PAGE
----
In order to give confidence to the use of the limb-darkening model, some observations of the actual limb darkening were made at NPL on 21 April 2005. During a period of clear skies around noon, measurements were made with the aperture A2 aligned to different parts of the solar image. This was achieved by adjusting the horizontal angular alignment of the final steering mirror (TB2 in figure 3). The measurements were made by starting at the centre of the Sun, traversing to one edge of the solar disc, then back through the centre to the other edge.
Figure 8 shows a comparison between the measured and modelled limb-darkening results. The error bars on the measured results are an estimate of the uncertainties in the location of the FTIR field of view relative to the solar disc. The agreement between measurement and model is generally very good with results at all but one position within the basic uncertainties, particularly given the undetermined uncertainty related to the required assumption that the atmospheric conditions have remained stable during the series of measurements.
Note that a further effect influencing whether the narrow field of view observations represent the entire solar disc could occur in the presence of sunspots and bright networks. However, the field campaigns in CAVIAR were performed in the summers of 2008 and 2009, close to a minimum in solar activity with sunspots virtually absent.
(ii) Cloud variability
Another potential source of uncertainty is variability of the atmospheric transmission during the course of a scan, as this would change the effective apodization of the interferogram measurement. Clouds and/or aerosols are the usual source for such short-term variability. In order to minimize the potential impact of this effect, all solar measurements are recorded during days that appear cloud free to the naked eye. In addition, the DC component of the InSb detector signal is monitored throughout the measurements to give a direct measure of the light intensity variation. The results from these DC measurements showed that, during cloud-free conditions, the received solar intensity varied by less than 1 per cent, and this level of stability is therefore taken as a guideline for reliable solar measurements.
(e) Calibration transfer
The stability of the NPL TSARS was tested using a calibrated 800 nm filter radiometer. The filter radiometer was positioned to focus on the centre of the exit port of the sphere and left to monitor the sphere over a period of 5 hours. The sphere is stabilized by its own detector, but the filter radiometer was used to monitor the NPL TSARS externally, verifying the sphere detectors were correctly stabilizing the sphere. The result of these tests revealed that the output of the NPL TSARS was stable to ±0.50% over a period of 5 h.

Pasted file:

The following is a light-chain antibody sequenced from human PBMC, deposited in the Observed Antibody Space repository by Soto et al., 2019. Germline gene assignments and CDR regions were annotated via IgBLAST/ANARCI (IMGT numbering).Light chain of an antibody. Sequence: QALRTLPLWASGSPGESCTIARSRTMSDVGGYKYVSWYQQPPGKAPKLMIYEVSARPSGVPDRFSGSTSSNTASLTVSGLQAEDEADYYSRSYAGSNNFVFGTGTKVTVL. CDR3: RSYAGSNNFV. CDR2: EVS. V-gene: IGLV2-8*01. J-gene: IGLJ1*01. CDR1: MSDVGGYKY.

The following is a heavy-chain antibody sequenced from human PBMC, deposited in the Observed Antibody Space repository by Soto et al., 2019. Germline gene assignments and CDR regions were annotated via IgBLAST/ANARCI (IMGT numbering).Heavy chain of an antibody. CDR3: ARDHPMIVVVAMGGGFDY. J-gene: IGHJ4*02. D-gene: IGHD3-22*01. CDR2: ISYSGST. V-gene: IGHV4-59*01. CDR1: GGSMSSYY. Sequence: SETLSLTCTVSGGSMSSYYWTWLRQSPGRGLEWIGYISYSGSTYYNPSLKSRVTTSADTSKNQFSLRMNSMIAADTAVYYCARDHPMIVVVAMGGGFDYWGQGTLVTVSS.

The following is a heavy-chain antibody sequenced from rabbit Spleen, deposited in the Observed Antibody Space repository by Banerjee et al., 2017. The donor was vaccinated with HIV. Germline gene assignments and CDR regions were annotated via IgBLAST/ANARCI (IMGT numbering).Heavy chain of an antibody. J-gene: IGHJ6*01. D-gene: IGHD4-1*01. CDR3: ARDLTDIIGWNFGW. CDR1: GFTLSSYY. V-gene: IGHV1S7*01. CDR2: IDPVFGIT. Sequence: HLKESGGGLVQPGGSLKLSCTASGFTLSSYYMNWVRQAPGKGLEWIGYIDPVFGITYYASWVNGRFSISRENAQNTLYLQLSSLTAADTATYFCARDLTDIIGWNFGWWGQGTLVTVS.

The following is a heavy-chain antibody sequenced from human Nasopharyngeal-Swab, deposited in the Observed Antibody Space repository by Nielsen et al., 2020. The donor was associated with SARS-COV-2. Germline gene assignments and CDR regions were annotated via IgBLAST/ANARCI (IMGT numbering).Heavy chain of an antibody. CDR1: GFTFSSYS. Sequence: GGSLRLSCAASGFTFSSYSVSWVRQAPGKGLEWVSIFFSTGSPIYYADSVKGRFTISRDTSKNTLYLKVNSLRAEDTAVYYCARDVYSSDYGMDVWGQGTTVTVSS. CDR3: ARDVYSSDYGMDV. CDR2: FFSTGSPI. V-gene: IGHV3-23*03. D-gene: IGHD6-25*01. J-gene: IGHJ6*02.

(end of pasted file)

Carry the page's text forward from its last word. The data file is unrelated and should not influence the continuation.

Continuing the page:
The relatively low intensity of the TSARS compared with either the solar or UHTBB sources means that the instrument configuration is significantly different, and the results are therefore not directly comparable to the main measurements. The TSARS results therefore provide a good indication of significant changes to the FTIR instrument performance, but are not immediately suitable for direct adjustment of the calibration factors. The TSARS results are therefore not included directly in the combined measurement uncertainty discussed in the following section.
4. Combined measurement uncertainty
As described in the previous section, there are four main aspects of the measurement that contribute to the overall uncertainty: the UHTBB calibration source, the solar source, the FTIR instrument and the external optics. Figure 9a–d shows the spectral distributions of the combined (k=1, 67% confidence limit) uncertainties for each aspect.
The UHTBB calibration source uncertainties are dominated by the uncertainty in the reflectance of the two gold-coated transfer optics and in the divergence of the beam. However, it also includes factors due to the spatial and temporal uniformity of the UHTBB emission, the traceability of the monitoring radiometer and the temperature stability of the UHTBB itself.
The solar source uncertainties are made up of four main factors: the solar solid angle, the radiative uniformity of the solar disc, the potential impact of clouds and the spectral dependence of the limb-darkening effect.